So it seems that historians are not only duking it out in the usual way, making their acid jibes and sneers in academic journals, but furtively, secretly, using alternate identities in Amazon.
Orlando Figes, a leading figure among British historians, attacked a fellow historian on Amazon by making vicious comments under an assumed name. At first, Figes totally denied that he had any connection with the comments. Then he said, “the wife did it.” And finally he admitted to being the real author. According to The Guardian:
The future of one of Britain’s leading historians was looking increasingly uncertain tonight after he admitted that he was the author of anonymous reviews that praised his own work as “fascinating” and “uplifting” while rubbishing that of his rivals.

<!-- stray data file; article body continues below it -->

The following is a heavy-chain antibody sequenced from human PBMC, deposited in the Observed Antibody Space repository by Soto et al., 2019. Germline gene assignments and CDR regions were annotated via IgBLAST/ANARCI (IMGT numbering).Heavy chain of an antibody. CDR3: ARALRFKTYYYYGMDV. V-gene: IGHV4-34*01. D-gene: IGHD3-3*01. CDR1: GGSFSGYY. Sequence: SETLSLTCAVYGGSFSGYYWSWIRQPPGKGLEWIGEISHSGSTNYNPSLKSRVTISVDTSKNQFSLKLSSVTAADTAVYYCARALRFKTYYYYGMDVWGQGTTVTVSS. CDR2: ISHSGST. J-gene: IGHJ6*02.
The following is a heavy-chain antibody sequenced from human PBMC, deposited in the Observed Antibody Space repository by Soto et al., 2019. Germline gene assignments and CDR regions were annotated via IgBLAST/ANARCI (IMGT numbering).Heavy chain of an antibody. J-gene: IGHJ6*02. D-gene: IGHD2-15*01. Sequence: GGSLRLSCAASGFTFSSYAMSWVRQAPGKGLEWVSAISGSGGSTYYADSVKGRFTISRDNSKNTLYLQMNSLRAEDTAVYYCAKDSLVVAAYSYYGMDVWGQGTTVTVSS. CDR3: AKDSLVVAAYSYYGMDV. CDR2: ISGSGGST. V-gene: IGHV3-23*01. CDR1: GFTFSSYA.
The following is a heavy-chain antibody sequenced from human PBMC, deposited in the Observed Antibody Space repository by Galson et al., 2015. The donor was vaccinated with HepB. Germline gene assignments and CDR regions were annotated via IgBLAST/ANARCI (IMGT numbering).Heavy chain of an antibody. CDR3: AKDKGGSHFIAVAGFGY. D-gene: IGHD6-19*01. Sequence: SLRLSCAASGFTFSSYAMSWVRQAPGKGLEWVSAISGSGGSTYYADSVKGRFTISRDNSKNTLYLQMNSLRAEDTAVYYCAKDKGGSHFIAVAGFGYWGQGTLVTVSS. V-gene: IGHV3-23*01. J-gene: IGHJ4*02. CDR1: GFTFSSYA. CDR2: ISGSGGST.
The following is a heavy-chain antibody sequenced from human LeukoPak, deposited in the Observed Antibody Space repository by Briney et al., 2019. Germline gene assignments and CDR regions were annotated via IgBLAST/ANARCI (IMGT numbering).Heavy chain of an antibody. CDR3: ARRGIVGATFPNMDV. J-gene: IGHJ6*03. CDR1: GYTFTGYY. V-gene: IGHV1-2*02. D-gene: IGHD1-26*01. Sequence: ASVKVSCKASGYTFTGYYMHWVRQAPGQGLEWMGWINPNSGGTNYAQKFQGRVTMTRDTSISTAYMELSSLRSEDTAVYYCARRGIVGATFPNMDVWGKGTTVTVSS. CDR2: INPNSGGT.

His target is Robert Service, a professor of Russian history at St Antony’s College Oxford. It couldn’t have been any fun at all reading Figes’ nasty comments, and the attack had a chilling effect, which Service described as hell for himself and his wife.
Academic dueling isn’t new, but what is new is the ease of doing so anonymously on the internet by using a manufactured identity as the sockpuppet to spew malicious commentary. I’m glad it came to light, but it makes me think about how online ratings create an opening for this kind of maliciousness. Writers, academic or otherwise, are judged by their ratings. While this pressure has always existed, it is now publicly seen, publicly measured, and open to manipulation.
The good thing: I hadn’t heard of either Figes or Service, both historians of the Soviet era, and now I have. I’d like to judge Robert Service’s work for myself